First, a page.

The concept of building a profile of our personal behavior is not new- companies like Google and Facebook have been doing this over the last decade, taking our internet activity – our searches, purchases, online social interactions- to build a personal profile. These companies have benefitted from creating financial value from our personal data- they sell information on our preferences and habits to advertisers who can make better targeted ads. The “internet of things” represents an important next stage in this process- instead of the information of our personal behavior coming from human created content (like our actions on the internet) this information will come from physical objects- like our home appliances and personal devices. This opens a whole new realm of possibility to create intellectual capital- there will be many more data sources to build a comprehensive profile of our preferences and habits, which allows for the capability to provide new value propositions to potential customers. Those companies who are able to play an important role in processing and analyzing the data from such devices are set to clearly benefit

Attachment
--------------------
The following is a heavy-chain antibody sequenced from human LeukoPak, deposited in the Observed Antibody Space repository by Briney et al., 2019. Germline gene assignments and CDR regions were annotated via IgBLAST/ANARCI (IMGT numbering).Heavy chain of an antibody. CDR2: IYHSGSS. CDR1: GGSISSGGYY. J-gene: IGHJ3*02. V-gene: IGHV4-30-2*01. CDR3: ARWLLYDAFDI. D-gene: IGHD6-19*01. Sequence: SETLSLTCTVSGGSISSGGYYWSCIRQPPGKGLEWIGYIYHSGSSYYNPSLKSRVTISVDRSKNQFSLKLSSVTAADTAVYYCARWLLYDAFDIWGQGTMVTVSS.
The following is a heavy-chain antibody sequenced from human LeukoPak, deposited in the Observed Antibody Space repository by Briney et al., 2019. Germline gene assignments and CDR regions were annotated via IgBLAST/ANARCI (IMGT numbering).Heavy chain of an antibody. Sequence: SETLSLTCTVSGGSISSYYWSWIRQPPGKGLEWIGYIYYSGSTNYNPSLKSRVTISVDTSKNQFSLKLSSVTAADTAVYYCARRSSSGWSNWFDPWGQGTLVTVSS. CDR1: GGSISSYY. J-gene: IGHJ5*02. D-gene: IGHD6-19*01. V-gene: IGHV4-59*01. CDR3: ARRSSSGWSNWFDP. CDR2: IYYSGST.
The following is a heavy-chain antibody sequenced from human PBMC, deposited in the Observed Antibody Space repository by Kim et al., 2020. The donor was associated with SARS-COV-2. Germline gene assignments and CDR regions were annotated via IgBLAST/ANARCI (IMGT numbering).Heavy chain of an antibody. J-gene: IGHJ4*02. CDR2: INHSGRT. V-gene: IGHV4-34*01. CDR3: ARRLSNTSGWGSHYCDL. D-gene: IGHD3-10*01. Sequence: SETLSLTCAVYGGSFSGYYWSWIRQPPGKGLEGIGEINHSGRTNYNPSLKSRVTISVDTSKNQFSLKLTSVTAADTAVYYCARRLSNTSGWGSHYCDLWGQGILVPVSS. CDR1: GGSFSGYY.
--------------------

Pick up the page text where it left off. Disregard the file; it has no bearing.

5 Schechner, Sam. “Web-Enabled Toothbrushes Join the Internet of Things,” Wall Street Journal. March 2, 2014

Investment Plays

As illustrated by several examples in this note, just in the last couple of months, we are seeing evidence of the “internet of things” taking root in our society, with several different companies showcasing new smart products. A question investors may have is how to take advantage of this investment theme.